At our July 22, 2020 Board meeting we heard directly from our operational feasibility pros at Firebrand. If you missed it, the full video (minus a minute we missed of the intro) and a brief synopsis are below.
Firebrand prefaced their presentation by reminding us that it's still early in their study, so there are still unanswered questions. This was a chance to give the Board a sense of the direction they're going and what they've learned thus far.
Regarding programming (which is the departments and sections of the store):
They think there are ways we can meet our goals via different delivery mechanisms that cost less, such as an exciting local meat program without a costly onsite butcher. (We've learned onsite butchering is not a profitable department, but we know we want to champion our local ranchers.)
They are currently comparing two models that both feature local and hyperlocal foods, a robust deli/prepared foods section and price accessible options.
They visited a lot of our competitors and were surprised to find no one in our area doing a good job of providing local foods - this can be our place to shine.
They dove into our market study and also spoke with the market analyst who originally worked on ours to learn:
It has very strong projected sales; like no other co-op site in the country.
The Gerber Building's projected sales are better than any other location in our trade area - no site would perform better for sales and serving the community.
Even by Chicago standards, we are in a very high density location.
75% of sales will be walk/bike/transit customers.
But it's also great that we have parking, and our parking-to-sales ratio is on par with our competitors.
Firebrand knew going into this that the triangular shape of our space would present design and labor efficiency struggles. They think they will be able to offer solution(s) to the shape, including a plan to use only a single check-out station. That leaves us more floor space for product sales.
Most co-ops around the country are in suburban areas and college towns, so they are not good comparisons. In order to do financial and sales modeling for us that reflects our unique dense urban location, Firebrand is talking to a few co-ops that are in similar environments and comparing different aspects of their operations to ours. In addition, one of their former GMs is on our Firebrand team. Here are some key findings:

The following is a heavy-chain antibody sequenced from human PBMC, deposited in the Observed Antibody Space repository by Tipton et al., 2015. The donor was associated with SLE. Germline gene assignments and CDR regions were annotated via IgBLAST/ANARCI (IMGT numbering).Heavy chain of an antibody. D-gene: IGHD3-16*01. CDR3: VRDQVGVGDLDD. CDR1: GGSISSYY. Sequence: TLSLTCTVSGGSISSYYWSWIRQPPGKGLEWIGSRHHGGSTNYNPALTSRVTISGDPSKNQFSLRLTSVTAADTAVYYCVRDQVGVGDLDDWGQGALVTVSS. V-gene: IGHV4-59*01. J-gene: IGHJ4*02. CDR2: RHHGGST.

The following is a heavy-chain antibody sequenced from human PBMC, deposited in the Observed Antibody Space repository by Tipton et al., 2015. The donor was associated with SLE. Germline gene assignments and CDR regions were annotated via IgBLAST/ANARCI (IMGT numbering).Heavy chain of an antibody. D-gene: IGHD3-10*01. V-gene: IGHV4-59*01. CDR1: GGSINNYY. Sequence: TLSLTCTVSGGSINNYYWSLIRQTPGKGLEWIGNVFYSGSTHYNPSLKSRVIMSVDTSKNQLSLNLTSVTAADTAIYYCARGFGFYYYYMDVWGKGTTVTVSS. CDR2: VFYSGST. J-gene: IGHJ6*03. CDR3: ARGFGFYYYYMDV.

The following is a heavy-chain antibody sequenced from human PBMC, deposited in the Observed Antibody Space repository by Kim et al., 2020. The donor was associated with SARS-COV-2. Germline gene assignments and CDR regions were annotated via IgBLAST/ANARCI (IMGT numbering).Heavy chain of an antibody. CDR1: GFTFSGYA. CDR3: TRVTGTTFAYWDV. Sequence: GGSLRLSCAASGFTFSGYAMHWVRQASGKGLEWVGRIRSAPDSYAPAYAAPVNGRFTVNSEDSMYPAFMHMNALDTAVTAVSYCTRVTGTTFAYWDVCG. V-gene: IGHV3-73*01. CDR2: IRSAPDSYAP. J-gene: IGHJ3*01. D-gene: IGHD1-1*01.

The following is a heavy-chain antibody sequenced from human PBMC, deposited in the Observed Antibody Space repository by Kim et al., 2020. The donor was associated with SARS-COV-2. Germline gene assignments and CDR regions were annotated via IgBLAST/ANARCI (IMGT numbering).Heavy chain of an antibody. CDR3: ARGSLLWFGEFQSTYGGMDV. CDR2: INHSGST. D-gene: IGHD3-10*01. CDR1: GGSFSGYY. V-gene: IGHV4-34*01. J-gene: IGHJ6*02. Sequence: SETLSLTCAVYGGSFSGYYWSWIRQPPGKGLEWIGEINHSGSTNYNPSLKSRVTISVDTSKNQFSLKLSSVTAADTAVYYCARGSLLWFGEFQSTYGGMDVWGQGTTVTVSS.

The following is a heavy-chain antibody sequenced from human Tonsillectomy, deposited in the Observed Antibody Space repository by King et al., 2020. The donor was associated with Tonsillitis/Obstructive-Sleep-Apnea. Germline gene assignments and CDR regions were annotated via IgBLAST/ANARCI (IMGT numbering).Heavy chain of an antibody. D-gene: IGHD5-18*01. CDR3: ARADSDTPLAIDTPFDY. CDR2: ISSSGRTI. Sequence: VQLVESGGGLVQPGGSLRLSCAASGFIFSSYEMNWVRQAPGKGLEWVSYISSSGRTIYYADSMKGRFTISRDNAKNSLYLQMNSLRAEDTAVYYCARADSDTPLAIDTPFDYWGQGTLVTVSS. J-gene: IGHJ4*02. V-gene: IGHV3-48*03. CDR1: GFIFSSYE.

Labor costs in urban co-ops are higher, but so are margins.
It's important to maintain a reputation for affordability and high quality food, and having a mix of affordable options.
Cultural fit in product mix is the key.
They also spoke to how critical it will be for Chicago Market to hire the right General Manager:
Chicago will not be forgiving of a poorly designed/run store.
We will open at 2-3x the volume of most co-ops.
We'll need TOP talent at GM level with experience in urban environment; working with/developing relationships with local vendors; and marketing savvy.
We'll need to pay well to attract that person.
Sharing a few (slightly paraphrased) words from Jacqueline Hannah, one of the members of the consulting team that presented to us:
"When I heard the board was looking at reassessment, I thought it was a good idea. Now that I've gotten to see the feasibility information, the site and the plan for this co-op in detail, I think this was an excellent leadership decision. (Note that I'm a pro-bono member of this team.)"
"There are co-ops all around the country in communities of 25,000 people that have raised quadruple what Chicago Market has raised in Owner loans so far. Can Chicago raise the money it needs to raise? Without a doubt, but you're going to have to make the decision to make that happen as the owners of this co-op, as a community. It's going to take your time, money, and talent. This is yours. You're going to have to grasp it and decide to do it. We may come back with a great plan, one that is fully feasible to accomplish, but this is on your shoulders to take from there.
"The lack of local food access in Chicago is interesting. Compared to other cities your size, the availability of local is minimal. There are farmers, producers, creative food innovators who can have their work transformed by Chicago Market. You have an opportunity to take Chicago's entire food scene to a new level and to a new level of equity."
And one of our Owners, Michelle Schutz, emailed us after sitting in on the meeting to say:
"Firebrand work is looking really stellar. It’s clear that they are exquisitely thoughtful about this and have assembled the right group of experts to advise from multiple angles. I have a lot more confidence having heard their preliminary assessment and reasoning. I know there’s chatter about spending money on this work; sharing my opinion that these dollars are well spent."
We'll close with a word of caution - if Firebrand comes through with a feasible plan for us, that will be exciting for sure. But it is only the next step. Co-ops are not funded by deep-pocketed investors; they are, as Jacqueline noted, funded primarily by its Owners. It's our business and we need to fund it to make it happen. Think of it as a three-legged stool - one leg is an operational plan that works; one leg is a strong organization that has the volunteer power and board strength to do the work (three cheers for our upcoming Board candidates!); and the third leg is funding. We'll need a lot of loans and donations large and small from Owners to keep the stool sitting upright and to open this Co-op. A positive report from Firebrand needs to be seen as a rallying cry for us all!
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